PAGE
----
COMPACT SUVs are increasingly the pre-eminent choice for family car buyers and, with manufacturers clamouring to get on board the gravy train, there is a bewildering choice available.
Honda's offering in this buoyant sector is the HR-V, which has been around for four years now after reintroducing a nameplate first associated with the brand in the early noughties.
A mild refresh last year kept styling, engines and equipment levels up to date and with its rakish roofline, tapering windows and strong character lines along the flanks, the manufacturer would like you to think of the HR-V as being rather sporty.
In truth, however, although certainly not unattractive, this is a car which tends to blend in rather than stand out from the crowd and its real strengths lie in the long-established Honda virtues, at least where its family-focused models are concerned, of space and practicality.
All versions feature the Japanese carmaker's ‘Magic Seat' system, which offers multiple configuration possibilities for the 60:40 split rear seats depending upon whether passenger or load carrying, or a combination of both, is the priority.
In utility mode, the rear seat backs fold down to form a flat load bay that is almost two metres long for carrying large and bulky items.
Tall mode sees the rear seat bases flip up, cinema style, into a vertical position to create a cargo height of 1.24 metres from floor to ceiling, allowing tall objects to be placed behind the front seats.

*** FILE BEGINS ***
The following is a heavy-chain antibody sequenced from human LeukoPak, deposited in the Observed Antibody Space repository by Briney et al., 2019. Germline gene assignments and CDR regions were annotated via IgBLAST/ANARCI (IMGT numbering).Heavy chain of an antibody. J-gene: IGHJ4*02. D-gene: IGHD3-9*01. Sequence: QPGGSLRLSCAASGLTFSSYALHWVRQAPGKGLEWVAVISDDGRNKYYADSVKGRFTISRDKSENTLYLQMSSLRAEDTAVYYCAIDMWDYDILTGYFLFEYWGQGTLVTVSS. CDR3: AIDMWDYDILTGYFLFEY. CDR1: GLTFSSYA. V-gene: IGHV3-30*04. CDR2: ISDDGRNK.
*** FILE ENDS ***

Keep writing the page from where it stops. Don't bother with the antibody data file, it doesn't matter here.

Finally, in long mode, the front passenger seat back can be folded backwards and the rear seat back forwards, forming a ‘tunnel' that is able to accommodate items up to 2.44 metres long.
Such versatility means a trip to Ikea or the local tip, for instance, should pose few challenges even for this relatively compact motor!
When not flat-pack furniture shopping, though, and with all the seats in their usual positions the HR-V offers comfortable space for four adults, or five kids, with good rear head and leg room, while the boot, at 470 litres, is generous for the class and will cope with most day-to-day needs.
The quality of the interior also impresses with soft textured materials and contrasting piano black plastic finishes used to good effect to create an upmarket feel, further boosted in our high-spec EX model by plush leather upholstery.
S, SE and Sport grades complete the range with a straightforward choice between 1.5-litre petrol and 1.6-litre diesel engines, a turbocharged version of the 1.5-litre being reserved exclusively for Sport versions.
A six-speed manual gearbox is standard but petrol cars can also be specified with the continuously variable transmission (CVT) that ours had.
Like most CVTs, however, this proves a little sluggish to respond, resulting in a wailing engine as the revs build, and you may conclude that it's not worth the extra Â£1,200 or so it adds to the price unless you're absolutely dead set on an automatic.
For a high-riding SUV the HR-V does handle pretty well, though, avoiding overly excessive body roll in bends if driven sensibly and remaining settled and composed on our increasingly dodgy road surfaces.
Steering is light and accurate and, all told, this is an uncomplicated car to drive that copes equally well manoeuvring around town or cruising on the open road.
It's also pretty well equipped, with all versions getting climate control, cruise control, automatic lights, powered and heated wing mirrors, digital radio and automatic emergency braking.
EX trim adds a good many bells and whistles, including a touchscreen infotainment system with navigation, rearview camera, keyless entry and ignition, heated front seats, lane departure warning and an opening panoramic glass sunroof with sunblind.